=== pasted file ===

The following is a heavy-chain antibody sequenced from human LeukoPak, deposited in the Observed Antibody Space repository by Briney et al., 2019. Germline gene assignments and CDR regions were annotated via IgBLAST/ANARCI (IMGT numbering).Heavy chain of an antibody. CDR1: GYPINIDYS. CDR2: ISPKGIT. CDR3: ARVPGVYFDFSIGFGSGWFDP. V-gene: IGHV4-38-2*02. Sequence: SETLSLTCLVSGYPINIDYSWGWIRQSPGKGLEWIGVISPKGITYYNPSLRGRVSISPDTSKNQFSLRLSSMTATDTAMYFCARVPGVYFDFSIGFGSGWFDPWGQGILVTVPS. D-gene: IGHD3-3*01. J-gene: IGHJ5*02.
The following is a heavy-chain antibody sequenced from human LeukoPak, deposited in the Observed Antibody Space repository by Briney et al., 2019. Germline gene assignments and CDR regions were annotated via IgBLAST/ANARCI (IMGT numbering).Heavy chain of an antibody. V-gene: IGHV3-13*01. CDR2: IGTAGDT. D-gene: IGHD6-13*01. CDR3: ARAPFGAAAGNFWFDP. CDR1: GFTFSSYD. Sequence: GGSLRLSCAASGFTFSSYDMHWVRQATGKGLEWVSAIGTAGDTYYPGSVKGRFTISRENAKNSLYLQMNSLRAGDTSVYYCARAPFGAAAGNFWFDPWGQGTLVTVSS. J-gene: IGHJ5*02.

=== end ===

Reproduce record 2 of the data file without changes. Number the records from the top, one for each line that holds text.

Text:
The following is a heavy-chain antibody sequenced from human LeukoPak, deposited in the Observed Antibody Space repository by Briney et al., 2019. Germline gene assignments and CDR regions were annotated via IgBLAST/ANARCI (IMGT numbering).Heavy chain of an antibody. V-gene: IGHV3-13*01. CDR2: IGTAGDT. D-gene: IGHD6-13*01. CDR3: ARAPFGAAAGNFWFDP. CDR1: GFTFSSYD. Sequence: GGSLRLSCAASGFTFSSYDMHWVRQATGKGLEWVSAIGTAGDTYYPGSVKGRFTISRENAKNSLYLQMNSLRAGDTSVYYCARAPFGAAAGNFWFDPWGQGTLVTVSS. J-gene: IGHJ5*02.